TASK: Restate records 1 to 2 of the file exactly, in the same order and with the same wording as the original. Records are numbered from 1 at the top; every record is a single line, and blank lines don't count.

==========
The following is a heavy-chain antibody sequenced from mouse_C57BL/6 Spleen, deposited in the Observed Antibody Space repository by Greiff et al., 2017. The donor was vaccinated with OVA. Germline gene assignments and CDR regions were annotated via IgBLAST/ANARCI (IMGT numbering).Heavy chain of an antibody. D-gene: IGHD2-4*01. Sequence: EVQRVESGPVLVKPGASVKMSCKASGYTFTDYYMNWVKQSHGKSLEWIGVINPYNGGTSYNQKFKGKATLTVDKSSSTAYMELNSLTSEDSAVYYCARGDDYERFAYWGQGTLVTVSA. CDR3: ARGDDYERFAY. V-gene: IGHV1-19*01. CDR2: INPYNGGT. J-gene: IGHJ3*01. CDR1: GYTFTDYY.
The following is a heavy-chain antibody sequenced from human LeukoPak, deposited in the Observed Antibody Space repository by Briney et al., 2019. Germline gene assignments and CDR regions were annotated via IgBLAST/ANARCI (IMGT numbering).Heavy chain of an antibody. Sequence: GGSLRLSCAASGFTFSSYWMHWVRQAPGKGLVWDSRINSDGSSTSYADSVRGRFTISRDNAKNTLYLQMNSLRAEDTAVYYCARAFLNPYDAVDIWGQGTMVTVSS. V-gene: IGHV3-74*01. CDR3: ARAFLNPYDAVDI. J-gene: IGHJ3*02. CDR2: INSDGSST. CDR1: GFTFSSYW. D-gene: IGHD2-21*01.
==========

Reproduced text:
The following is a heavy-chain antibody sequenced from mouse_C57BL/6 Spleen, deposited in the Observed Antibody Space repository by Greiff et al., 2017. The donor was vaccinated with OVA. Germline gene assignments and CDR regions were annotated via IgBLAST/ANARCI (IMGT numbering).Heavy chain of an antibody. D-gene: IGHD2-4*01. Sequence: EVQRVESGPVLVKPGASVKMSCKASGYTFTDYYMNWVKQSHGKSLEWIGVINPYNGGTSYNQKFKGKATLTVDKSSSTAYMELNSLTSEDSAVYYCARGDDYERFAYWGQGTLVTVSA. CDR3: ARGDDYERFAY. V-gene: IGHV1-19*01. CDR2: INPYNGGT. J-gene: IGHJ3*01. CDR1: GYTFTDYY.
The following is a heavy-chain antibody sequenced from human LeukoPak, deposited in the Observed Antibody Space repository by Briney et al., 2019. Germline gene assignments and CDR regions were annotated via IgBLAST/ANARCI (IMGT numbering).Heavy chain of an antibody. Sequence: GGSLRLSCAASGFTFSSYWMHWVRQAPGKGLVWDSRINSDGSSTSYADSVRGRFTISRDNAKNTLYLQMNSLRAEDTAVYYCARAFLNPYDAVDIWGQGTMVTVSS. V-gene: IGHV3-74*01. CDR3: ARAFLNPYDAVDI. J-gene: IGHJ3*02. CDR2: INSDGSST. CDR1: GFTFSSYW. D-gene: IGHD2-21*01.